It’s not so easy to swap banking for fintech, say Singapore, Hong Kong recruiters
If you’re working for a bank or fintech firm in Asia and you want to swap sectors, good luck. Recruiters in Singapore and Hong Kong say fewer technology candidates are shifting from banks to startups (and vice versa) than they were before the pandemic.
Before you even attempt a move (either way) between the two sectors, it’s more important than ever to understand the key differences between banking and fintech when it comes to the job market. We asked several tech recruiters to highlight what it’s like to hire for fintechs versus big banks.
Fintechs hire faster
Despite the pandemic, fintech firms in Asia are a lot quicker than banks in their hiring processes and decision making, says Shinjika Shukla, an associate director at Michael Page in Singapore. “While the monetary benefits may be lower than what a bank may offer you, the pure-play tech firms are able to identify talent faster and commit to a plan of professional and technical growth,” she adds.
Banks’ hierarchical business structures can be off-putting for fintechs
If you’re a technologist from a large bank, you’re need to convince a fintech that you can handle working in a much less hierarchical environment. “Fintechs pride themselves on their vibrant and dynamic culture, and while they appreciate tech candidates with a banking background, they don’t necessarily end up selecting them, especially senior ones, because the entire business structure of a bank is different,” says Daen Huang, team manager, technology, at Hays in Singapore.
“The biggest difference between fintechs and investment banks/trading firms is their tech stack,” says Matt Chung, principal consultant at Pinpoint Asia in Hong Kong. “Generally speaking, i-banks still tend to predominately use more traditional technologies (core Java, Linux/Unix), whereas fintech firms tend to look for more of the latest skills such as public cloud (AWS/Azure/Google), React, mobile, AI, etc,”
Domain knowledge is more important at banks
“In banking, having the domain knowledge is a must or a plus for tech candidates, but most fintechs don’t have this requirement and instead focus on real technical skills,” says Fiona Hui, manager of the technology practice at Hudson in Hong Kong.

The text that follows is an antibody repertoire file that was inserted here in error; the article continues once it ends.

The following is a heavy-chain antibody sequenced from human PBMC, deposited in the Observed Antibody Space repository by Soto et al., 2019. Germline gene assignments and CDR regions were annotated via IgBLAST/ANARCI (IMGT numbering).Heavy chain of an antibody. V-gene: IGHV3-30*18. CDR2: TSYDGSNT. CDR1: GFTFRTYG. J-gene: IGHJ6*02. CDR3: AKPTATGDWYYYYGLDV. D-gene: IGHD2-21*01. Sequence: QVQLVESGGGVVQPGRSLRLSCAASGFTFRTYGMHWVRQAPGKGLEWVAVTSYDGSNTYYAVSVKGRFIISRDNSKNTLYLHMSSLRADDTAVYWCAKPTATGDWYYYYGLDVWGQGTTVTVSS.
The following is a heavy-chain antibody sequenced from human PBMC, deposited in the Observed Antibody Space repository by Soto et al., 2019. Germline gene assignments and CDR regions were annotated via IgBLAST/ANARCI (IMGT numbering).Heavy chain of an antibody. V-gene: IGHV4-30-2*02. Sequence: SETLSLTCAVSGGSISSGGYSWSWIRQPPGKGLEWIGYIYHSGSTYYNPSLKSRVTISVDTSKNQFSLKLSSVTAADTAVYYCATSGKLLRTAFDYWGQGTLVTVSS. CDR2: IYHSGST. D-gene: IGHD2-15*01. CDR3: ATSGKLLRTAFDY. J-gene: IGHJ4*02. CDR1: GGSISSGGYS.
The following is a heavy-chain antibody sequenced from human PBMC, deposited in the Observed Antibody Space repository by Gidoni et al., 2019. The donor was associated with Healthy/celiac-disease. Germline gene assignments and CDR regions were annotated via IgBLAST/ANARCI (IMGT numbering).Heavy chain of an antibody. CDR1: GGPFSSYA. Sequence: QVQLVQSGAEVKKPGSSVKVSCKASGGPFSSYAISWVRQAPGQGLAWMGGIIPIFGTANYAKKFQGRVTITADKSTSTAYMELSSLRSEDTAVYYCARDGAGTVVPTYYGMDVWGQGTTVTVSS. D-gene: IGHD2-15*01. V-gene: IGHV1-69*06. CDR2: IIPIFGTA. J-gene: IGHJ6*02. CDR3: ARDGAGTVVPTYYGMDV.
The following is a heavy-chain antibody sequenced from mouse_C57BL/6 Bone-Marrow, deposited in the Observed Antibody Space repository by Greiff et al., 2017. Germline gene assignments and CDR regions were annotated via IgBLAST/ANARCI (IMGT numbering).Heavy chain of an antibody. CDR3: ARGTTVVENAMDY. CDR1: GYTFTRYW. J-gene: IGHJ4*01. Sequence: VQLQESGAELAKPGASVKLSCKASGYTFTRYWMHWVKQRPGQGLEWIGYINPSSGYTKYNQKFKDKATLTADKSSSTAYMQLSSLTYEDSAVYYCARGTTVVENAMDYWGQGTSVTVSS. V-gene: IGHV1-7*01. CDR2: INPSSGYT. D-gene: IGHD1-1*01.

Candidates from fintechs are more passionate about products
Tech professionals from fintech firms tend to have strong opinions on products. “Either they’re passionate about them or they don’t believe in them,” says Hui, adding that this limits the candidate pool for fintechs by about 50%. “Candidates need to be attracted by the products and the vision of the tech company – and this preference is very personal. Recruiters and hiring managers end up screening and meeting a lot of candidates before finding the right ones,” she adds.
Candidates are getting more worried about job security at fintechs
Job security has become a bigger issue for fintech recruitment in the second half of 2020, says Sam Lam, head of practice at STC Search in Hong Kong. “Candidates are a lot more conservative when it comes to moving from traditional banks to fintech startups,” he adds. “This is because small to mid-sized fintech companies in Hong Kong are increasingly facing cashflow pressure due to more prudent global VC/PE investment during the pandemic,” says Lam.
Banking candidates are asking new questions
As technologists from banks become more conservative, they are asking a broader range of questions at fintech job interviews, says Patricia Teo, director of the technology practice at Kerry Consulting in Singapore. While last year the emphasis was mainly on the attractiveness of the technology, now technologists are also asking more questions about cash-flow stability, funding rounds, and the viability of business models, she adds.
Fintech resumes can be tricky for banks to assess
It’s not necessarily straightforward for banks to take on people from fintechs either. “Due to the quick evolution of technology, a fintech candidate’s profile may look ‘less stable’ compared to a traditional banking candidate,” says Valerie Corera, principal consultant, tech and transformation, at Robert Walters in Singapore. “And it’s often tricky to ascertain how involved the fintech candidate was in a particular project,” she adds.